'A Reminder That Nature Is Strong': In Japan, A 1,000-Year-Old Cherry Tree Blooms For now, the coronavirus pandemic has stopped tourists from visiting the ancient tree in Fukushima prefecture. "No matter what," says the tree's caretaker, "the cherry blossoms are still there."

'A Reminder That Nature Is Strong': In Japan, A 1,000-Year-Old Cherry Tree Blooms

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In the small town of Miharu in northern Japan, a giant cherry tree has stood for more than a thousand years. It's bloomed through wars, earthquakes, even a nuclear disaster. And now in the midst of a pandemic that has swept the world, it is blooming yet again. Here's NPR's Kat Lonsdorf.

KAT LONSDORF, BYLINE: The tree is one of those natural wonders that takes your breath away the first time you see it.

There it is. Wow.

It's called the Takizakura, and it's one of the oldest and most impressive cherry trees in Japan, more than 30 feet tall with big weeping branches that bend toward the Earth. Its name literally means waterfall cherry tree. I first saw the Takizakura back in early March before it was blooming with Sidafumi Hirata. He grew up here, has visited the tree all his life, and now he's employed by the town to protect it. The tree usually draws hundreds of thousands of visitors a year and is cherished by the whole community here.

SIDAFUMI HIRATA: (Non-English language spoken).

LONSDORF: Hirata pointed to a small shrine at the base of the tree with offerings people had left...

HIRATA: (Non-English language spoken).

LONSDORF: ...Rice, salt, a tall bottle of sake.

HIRATA: (Non-English language spoken).

LONSDORF: For the spirits of the tree, he said. The Takizakura has been here for well over a thousand years, a silent observer as the world changed around it. It's been a constant for this rural farming community, especially in times of trouble, like in 2011 when the most powerful earthquake in Japan's recorded history hit off the coast. It triggered a massive tsunami that hit the Daiichi nuclear power plant about 30 miles away, which caused a meltdown blanketing nearby towns with radiation. After the earthquake, Hirata rushed to the tree. It was fine, unharmed, but for years, visitors stayed away worried about radiation.

HIRATA: (Non-English language spoken).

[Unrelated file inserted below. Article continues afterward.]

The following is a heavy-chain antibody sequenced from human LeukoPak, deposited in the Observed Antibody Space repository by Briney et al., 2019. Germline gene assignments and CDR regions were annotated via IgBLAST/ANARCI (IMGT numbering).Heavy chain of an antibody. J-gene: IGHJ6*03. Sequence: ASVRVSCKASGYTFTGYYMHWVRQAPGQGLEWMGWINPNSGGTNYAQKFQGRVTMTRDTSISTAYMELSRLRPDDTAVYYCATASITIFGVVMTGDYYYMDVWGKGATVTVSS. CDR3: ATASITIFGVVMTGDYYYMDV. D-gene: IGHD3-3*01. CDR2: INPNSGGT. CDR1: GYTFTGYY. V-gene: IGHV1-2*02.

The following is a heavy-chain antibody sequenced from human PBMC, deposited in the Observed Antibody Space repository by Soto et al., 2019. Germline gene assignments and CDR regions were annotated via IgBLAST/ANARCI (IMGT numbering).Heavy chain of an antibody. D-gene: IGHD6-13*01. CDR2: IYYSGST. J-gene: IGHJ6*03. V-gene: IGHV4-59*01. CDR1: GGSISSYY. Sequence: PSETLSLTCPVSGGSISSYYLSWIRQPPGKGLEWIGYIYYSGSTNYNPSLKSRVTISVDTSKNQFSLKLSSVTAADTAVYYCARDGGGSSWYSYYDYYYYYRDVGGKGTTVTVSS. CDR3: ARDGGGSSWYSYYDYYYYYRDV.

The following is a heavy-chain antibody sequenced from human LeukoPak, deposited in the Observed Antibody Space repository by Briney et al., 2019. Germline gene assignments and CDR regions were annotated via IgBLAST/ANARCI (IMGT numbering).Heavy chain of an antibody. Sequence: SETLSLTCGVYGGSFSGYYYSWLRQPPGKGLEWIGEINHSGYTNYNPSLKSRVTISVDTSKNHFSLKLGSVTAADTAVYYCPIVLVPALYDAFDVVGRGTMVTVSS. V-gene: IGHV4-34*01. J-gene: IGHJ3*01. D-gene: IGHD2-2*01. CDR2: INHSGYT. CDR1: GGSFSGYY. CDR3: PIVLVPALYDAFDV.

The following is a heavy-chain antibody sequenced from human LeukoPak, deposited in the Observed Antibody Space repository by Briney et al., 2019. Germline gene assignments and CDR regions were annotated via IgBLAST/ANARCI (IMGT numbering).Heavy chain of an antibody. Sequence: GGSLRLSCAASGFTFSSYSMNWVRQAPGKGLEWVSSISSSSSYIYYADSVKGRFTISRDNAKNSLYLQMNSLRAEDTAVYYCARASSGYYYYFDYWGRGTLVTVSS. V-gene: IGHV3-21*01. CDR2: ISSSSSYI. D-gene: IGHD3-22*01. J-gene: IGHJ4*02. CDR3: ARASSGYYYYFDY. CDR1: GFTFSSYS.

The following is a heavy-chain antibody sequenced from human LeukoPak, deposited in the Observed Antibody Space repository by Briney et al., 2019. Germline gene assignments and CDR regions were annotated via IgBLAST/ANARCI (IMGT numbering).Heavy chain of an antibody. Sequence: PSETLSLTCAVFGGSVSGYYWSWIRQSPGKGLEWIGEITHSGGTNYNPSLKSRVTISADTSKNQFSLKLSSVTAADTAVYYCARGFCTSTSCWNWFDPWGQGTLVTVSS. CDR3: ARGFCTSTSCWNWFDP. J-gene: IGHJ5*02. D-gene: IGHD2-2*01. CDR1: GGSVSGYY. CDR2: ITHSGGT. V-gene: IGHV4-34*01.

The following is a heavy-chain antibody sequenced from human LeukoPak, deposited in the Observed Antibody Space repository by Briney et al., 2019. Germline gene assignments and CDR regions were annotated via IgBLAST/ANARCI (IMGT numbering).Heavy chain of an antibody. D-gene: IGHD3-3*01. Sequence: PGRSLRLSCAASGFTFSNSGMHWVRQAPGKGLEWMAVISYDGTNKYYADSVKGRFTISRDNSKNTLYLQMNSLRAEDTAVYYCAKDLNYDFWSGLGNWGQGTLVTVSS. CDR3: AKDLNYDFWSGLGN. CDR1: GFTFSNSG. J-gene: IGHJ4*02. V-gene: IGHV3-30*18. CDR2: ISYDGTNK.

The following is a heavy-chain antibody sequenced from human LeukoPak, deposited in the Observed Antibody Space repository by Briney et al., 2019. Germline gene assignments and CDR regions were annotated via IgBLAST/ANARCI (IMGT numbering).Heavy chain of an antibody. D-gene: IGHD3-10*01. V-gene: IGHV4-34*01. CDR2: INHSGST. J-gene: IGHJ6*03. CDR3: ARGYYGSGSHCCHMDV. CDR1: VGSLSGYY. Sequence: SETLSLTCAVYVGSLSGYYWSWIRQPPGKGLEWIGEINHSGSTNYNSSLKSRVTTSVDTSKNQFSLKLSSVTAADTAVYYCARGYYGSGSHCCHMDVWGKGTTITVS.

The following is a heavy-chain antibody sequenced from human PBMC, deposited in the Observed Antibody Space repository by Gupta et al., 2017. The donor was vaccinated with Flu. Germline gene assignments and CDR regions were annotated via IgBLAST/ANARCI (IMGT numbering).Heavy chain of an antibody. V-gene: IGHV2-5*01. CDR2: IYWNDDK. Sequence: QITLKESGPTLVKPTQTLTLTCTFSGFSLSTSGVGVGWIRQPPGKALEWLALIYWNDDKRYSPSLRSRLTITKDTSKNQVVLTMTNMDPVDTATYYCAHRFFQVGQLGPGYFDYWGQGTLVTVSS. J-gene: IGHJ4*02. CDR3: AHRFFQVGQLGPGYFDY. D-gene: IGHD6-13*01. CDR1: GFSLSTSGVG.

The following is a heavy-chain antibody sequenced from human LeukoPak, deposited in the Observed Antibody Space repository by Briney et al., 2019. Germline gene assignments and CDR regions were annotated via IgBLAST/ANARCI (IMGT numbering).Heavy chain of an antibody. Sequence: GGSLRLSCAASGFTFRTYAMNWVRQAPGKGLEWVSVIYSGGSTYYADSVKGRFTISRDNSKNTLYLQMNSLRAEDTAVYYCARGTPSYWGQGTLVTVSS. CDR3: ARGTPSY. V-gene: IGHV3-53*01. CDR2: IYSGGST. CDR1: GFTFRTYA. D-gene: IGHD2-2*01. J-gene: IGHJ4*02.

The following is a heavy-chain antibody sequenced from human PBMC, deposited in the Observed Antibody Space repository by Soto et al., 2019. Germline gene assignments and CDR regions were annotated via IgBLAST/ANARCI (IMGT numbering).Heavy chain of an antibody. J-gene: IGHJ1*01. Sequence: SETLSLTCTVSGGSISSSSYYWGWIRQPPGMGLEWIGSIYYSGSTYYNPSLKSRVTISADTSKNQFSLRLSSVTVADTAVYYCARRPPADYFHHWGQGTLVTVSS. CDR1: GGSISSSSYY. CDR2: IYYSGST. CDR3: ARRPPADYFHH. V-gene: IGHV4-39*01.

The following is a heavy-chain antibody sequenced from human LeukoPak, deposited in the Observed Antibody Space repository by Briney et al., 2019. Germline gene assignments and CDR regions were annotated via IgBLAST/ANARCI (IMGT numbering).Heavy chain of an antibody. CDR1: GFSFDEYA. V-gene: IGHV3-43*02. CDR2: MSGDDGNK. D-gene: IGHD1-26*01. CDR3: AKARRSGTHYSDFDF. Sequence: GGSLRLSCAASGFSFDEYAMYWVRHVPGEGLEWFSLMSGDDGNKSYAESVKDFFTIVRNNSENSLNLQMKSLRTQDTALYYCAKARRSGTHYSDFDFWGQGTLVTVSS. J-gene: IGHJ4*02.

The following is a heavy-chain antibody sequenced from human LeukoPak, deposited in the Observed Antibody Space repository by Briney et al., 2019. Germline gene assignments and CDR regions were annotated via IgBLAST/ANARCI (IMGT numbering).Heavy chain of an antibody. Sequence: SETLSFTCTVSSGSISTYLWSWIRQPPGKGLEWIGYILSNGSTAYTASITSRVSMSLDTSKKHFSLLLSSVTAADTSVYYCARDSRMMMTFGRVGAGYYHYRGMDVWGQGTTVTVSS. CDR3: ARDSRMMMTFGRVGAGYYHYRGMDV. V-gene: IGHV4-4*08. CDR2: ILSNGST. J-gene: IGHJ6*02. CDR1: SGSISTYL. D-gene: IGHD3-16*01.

LONSDORF: Hirata said the tree seemed sad, lonely. But still, it bloomed and Hirata kept watch.

HIRATA: (Through interpreter) Whenever I went out, I worried. But every time I saw that the tree is still standing unchanged, it was always a relief.

LONSDORF: In recent years, visitors started trickling back. Things were finally getting back to normal. And then the coronavirus hit. At the end of March, I went back to the tree with Hirata. Workers were building a path around the base just like they do every year in preparation for the thousands of people who usually come. But Tokyo was heading into lockdown. International tourism had ground to a halt. Hirata acknowledged tough times were probably ahead, but he said the tree has been through those before.

HIRATA: (Through interpreter) This tree has lived so long, and the longer you live, the more bad times you see, the more tragedies. But the tree has also seen good times. Life is layers, layers of good and bad.

LONSDORF: And Hirata said one thing was certain - the tree would still bloom. He pointed to small red buds.

HIRATA: (Non-English language spoken).

LONSDORF: They're starting, he said, just a few days away. That was two weeks ago. Since then, Japan has declared a national emergency. Much of the world is at a standstill. It is indeed a tough time. But in the small town of Miharu, Japan, tucked into a valley between two hills, a giant cherry tree is right now bursting into a cascade of delicate pink flowers, just like it has for more than a thousand years, and it will again.

Kat Lonsdorf, NPR News, Fukushima, Japan.

SHAPIRO: Kat is NPR's Above the Fray fellow. The fellowship supports reporting from undercovered parts of the world. And you can see a photo of the tree in full bloom at npr.org.

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